Functional & comfortable but minimizing outfitting expenses... that is a paradox, I am afraid. Now stand back boys, pull out the check book, and let's talk turkey!!:
1) Daily power usage: About 140 AH/day conservative with no watermaker, 160 - 180 with. I think Cam (and my boat, a Catalina 400 with two kids, wife and worthless old dog) use the later pretty religously.
Offshore you will use the high end of that scale (or beyond) and will likely run the Genny a lot (if you do not have one). Otherwise, you will be running the main a whole lot. I think the radar
pulls about 5ah, and chart 4-5. Autopilot
, assuming you are in calm seas, about the same. If you get in a storm, a whole lot more. Check you books for more info on that.
2) Battery type, size, etc: THis is a very debated subject on this forum. No one is alltogether wrong or alltogether right (well, except me of course, I am perfect). So, here is my philosophy: Bloody batteries are your lifeline (no pun intended). DOn't skimp. With that large of a boat, I would have close to 1000 AH and a seperate start battery. 4-4D's or 8'D's would give you about 500 AH useable. That is about 2-2 1/2 days between recharging, assuming no outside power sources and everyone remembers to turn off the lights
. Not all batteries are created equal... especially (ESPECIALLY) AGM's and gells. I have had outstanding service with Lifeline AGM's. There are some advantages to buying wet cells, but I really don't care to name them because I think an AGM far outweighs them (the exception maybe being a really high end wet... maybe like a ROlls or other commercial batt... but if you don't like the prices of AGMS, you really won't like the prices of those). SO, buy your batteries once, and buy the good ones. Go Lifeline AGM.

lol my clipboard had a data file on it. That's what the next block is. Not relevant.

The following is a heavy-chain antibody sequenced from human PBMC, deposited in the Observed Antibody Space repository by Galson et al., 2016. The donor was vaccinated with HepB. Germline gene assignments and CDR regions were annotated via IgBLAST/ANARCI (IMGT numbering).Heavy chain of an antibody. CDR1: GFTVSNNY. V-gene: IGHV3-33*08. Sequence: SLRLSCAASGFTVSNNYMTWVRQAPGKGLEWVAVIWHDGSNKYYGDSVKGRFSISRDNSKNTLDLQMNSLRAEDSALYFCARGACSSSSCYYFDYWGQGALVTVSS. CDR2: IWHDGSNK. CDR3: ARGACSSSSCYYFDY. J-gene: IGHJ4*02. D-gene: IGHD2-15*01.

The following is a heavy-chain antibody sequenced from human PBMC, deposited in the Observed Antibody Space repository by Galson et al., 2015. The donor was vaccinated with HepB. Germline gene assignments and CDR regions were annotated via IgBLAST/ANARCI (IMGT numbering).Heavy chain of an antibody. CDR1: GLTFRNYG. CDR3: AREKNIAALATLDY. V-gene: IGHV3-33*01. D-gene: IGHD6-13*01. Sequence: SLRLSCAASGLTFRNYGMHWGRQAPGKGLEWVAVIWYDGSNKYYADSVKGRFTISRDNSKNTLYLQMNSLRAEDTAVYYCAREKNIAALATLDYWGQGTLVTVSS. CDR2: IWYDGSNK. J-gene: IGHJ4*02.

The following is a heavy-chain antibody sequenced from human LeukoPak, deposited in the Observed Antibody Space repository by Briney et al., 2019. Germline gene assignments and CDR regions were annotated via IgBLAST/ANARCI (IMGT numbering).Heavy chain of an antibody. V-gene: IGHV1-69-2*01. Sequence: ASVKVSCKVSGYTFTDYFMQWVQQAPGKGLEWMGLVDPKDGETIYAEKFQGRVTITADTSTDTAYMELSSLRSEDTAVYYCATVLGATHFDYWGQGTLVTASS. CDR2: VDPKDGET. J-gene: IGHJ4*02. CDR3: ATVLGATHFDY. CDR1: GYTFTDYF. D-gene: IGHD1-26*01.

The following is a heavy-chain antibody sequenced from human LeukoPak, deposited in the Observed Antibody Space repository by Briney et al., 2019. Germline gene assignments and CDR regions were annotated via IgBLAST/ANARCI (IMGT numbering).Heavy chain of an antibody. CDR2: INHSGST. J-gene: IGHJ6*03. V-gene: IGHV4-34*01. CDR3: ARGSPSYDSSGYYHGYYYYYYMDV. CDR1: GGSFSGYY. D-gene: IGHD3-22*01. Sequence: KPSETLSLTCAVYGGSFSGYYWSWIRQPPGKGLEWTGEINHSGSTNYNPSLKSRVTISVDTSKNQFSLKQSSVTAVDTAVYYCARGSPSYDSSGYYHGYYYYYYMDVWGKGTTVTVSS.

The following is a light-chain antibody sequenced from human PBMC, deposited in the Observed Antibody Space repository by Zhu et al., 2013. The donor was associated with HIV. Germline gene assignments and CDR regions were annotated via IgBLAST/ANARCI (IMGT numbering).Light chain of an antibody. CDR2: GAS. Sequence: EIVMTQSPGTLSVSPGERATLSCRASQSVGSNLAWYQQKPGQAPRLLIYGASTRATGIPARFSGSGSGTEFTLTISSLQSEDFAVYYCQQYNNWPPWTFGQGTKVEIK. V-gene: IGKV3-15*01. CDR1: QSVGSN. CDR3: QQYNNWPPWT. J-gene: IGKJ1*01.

3) Refrigeration. Do you need it? I sure do. But you know what, the sailors of old traveled the seas with salted meat and ate month old apples. Didn't use toilet paper either. So ask yourself, do you fall into the "No-toilet paper" category or do you fall into the "I think I will have some level of civilization and comfort on my boat" category. I have two boys and a wife I love. I want to keep them. Thus, I chose the later.
As far as draw, about 50ah/day. That was included in the budget I gave you earlier.
4) Best means of recharging? All of them have a place on a boat with the budget. I am NOOOO fan of the portable gas generators. Used one once. Then realized I would prefer to have it as an anchor
versus litening to that piece of crap all night (not to mention having to fill it up with gas, hauling it up on the boat, looking like a camping trailor on the water, etc). I bought a good diesel genny. I have used Matervolt and Fisher Panda. They are both good, but the Master seems the best at this point.
AH/Day - How much diesel do you have?
Solar. I use 4-Kyocera 130's and a Outback MPPT Charge Controller. THere are others. I wont regurgetate everything that has been said on many other threads (including one that is active right now on Gear and Maintenance), but don't skimp and buy cheap ones. You will hate them and they won't work right. If you go solar, do it right. ICP and Kyocera seem to have the market.
AH/Day. With 4 Kyoceras and the Outback, over 100, less than 200. Depends on the clouds, temperature, etc.
Wind. I bought a Air-X. Some people love them, some hate them. It is without a doubt the cheapest source for power, but it obviously is going to be worthless on light air days.
AH/Day - Who knows... depends on the wind. ABout 7-10 Kts minimum. If it blew all day, over 100 but less than 200.
A high-output Alternator (100-120 minimum with 4-D's) with a multicharge controller. Balmar seems to have this market. If you have a cheap alternator, pull it off and stick it in the hold (as a back-up) and go buy a good one with a Multistep Charge Controller.
5) Book reccomendations. Ahh, you want details? Let me point you to Nigel Calder's book on Mechanical and Electrical Systems. It will give you more details than your brain can absorb. That book has a place on every boat, along with a DVD of Captain Ron and a little Marley/Buffet.
1) Diesel Genreator: About $15,000. This probably does not include install. DO it yourself.
2) Solar: You can get out for less than $4500-$5000 if you already have the arch. No arch? Tack on another 3-4 grand.
3) Wind: About $1,000.
4) High Output Alternator and Charge Controller. ABout $1,000.
5) Nigel Calder's book. About $30.
6) The hospital bill after you read this thread: Priceless.